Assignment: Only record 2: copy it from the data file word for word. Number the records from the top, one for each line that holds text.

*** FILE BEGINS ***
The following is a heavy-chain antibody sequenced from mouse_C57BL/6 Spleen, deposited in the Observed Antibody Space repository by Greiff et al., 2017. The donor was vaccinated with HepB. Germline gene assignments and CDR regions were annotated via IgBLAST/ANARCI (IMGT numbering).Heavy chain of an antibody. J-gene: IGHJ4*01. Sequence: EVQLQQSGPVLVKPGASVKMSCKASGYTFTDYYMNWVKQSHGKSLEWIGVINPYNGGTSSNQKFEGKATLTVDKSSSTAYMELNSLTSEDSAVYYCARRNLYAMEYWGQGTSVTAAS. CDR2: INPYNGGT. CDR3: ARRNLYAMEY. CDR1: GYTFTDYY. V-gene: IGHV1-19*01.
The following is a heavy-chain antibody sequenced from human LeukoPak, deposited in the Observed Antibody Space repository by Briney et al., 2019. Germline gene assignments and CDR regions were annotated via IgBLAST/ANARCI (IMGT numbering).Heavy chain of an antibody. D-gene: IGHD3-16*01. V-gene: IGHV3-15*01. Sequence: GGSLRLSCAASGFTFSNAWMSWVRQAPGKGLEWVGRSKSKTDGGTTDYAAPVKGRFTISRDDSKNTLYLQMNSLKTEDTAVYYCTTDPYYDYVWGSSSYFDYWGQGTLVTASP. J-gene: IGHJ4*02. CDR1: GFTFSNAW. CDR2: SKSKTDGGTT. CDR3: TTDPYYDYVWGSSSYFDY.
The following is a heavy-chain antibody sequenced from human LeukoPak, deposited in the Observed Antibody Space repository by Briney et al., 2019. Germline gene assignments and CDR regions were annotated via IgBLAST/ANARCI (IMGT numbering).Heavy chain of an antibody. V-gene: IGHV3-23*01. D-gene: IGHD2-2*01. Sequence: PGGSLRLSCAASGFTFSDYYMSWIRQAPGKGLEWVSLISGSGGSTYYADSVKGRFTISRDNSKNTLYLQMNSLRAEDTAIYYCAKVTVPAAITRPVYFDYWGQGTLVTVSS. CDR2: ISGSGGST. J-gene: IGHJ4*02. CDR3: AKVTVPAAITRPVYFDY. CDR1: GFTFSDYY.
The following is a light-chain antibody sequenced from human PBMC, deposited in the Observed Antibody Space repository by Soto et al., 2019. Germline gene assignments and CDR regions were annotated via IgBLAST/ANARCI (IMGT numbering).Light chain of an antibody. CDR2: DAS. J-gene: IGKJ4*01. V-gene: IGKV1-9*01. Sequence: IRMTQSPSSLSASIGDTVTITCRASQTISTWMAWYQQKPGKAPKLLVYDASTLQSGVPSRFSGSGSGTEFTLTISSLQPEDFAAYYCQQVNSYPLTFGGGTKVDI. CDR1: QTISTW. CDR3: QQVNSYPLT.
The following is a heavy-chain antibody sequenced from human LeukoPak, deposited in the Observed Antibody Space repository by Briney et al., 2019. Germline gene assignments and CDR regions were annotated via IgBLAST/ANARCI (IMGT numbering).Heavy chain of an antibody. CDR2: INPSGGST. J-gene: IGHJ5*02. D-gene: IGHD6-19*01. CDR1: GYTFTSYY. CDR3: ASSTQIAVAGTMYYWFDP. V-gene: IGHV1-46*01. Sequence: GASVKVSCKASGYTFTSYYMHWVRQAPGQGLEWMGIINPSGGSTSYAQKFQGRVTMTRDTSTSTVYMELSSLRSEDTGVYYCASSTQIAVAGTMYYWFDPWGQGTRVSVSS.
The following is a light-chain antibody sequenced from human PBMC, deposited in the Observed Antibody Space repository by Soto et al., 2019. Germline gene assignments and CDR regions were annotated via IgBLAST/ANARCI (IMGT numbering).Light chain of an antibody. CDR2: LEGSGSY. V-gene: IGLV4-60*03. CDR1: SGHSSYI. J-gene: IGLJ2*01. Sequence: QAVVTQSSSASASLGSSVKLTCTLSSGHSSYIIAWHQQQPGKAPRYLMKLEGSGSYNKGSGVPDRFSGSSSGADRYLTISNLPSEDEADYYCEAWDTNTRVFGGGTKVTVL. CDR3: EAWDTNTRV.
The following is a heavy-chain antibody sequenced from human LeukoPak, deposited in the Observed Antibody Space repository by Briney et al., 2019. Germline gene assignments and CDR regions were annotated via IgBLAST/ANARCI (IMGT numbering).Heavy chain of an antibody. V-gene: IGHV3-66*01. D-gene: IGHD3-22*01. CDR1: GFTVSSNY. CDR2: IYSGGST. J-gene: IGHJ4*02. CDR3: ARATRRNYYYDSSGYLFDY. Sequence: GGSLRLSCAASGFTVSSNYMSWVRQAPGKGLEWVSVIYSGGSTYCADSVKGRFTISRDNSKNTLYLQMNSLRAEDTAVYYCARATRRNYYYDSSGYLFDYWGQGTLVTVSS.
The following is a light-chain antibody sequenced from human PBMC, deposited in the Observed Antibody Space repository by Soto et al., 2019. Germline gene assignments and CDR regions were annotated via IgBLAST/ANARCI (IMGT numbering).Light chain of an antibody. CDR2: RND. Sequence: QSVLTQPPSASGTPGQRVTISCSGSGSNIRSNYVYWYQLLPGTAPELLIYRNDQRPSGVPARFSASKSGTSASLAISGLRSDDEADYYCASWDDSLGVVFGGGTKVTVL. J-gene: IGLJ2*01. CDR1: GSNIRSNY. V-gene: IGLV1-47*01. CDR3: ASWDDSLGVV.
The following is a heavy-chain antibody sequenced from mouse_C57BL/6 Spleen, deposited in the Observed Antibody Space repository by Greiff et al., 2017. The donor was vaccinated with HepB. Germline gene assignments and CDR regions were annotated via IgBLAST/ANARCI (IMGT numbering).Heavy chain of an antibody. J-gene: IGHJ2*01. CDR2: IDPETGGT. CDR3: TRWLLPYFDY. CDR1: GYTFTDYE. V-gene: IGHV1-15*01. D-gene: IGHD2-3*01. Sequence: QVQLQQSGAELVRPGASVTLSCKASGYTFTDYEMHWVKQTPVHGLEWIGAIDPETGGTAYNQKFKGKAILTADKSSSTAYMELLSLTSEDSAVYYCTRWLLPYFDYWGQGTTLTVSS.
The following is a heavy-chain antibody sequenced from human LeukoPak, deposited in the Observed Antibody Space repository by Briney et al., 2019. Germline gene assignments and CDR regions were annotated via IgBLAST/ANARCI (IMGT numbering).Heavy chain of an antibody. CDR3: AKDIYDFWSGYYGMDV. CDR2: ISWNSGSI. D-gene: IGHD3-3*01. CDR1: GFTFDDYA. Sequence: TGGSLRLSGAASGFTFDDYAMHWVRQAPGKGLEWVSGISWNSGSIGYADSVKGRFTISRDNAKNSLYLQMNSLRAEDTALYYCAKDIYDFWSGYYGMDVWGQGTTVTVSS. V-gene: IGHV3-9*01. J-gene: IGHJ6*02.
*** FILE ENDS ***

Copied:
The following is a heavy-chain antibody sequenced from human LeukoPak, deposited in the Observed Antibody Space repository by Briney et al., 2019. Germline gene assignments and CDR regions were annotated via IgBLAST/ANARCI (IMGT numbering).Heavy chain of an antibody. D-gene: IGHD3-16*01. V-gene: IGHV3-15*01. Sequence: GGSLRLSCAASGFTFSNAWMSWVRQAPGKGLEWVGRSKSKTDGGTTDYAAPVKGRFTISRDDSKNTLYLQMNSLKTEDTAVYYCTTDPYYDYVWGSSSYFDYWGQGTLVTASP. J-gene: IGHJ4*02. CDR1: GFTFSNAW. CDR2: SKSKTDGGTT. CDR3: TTDPYYDYVWGSSSYFDY.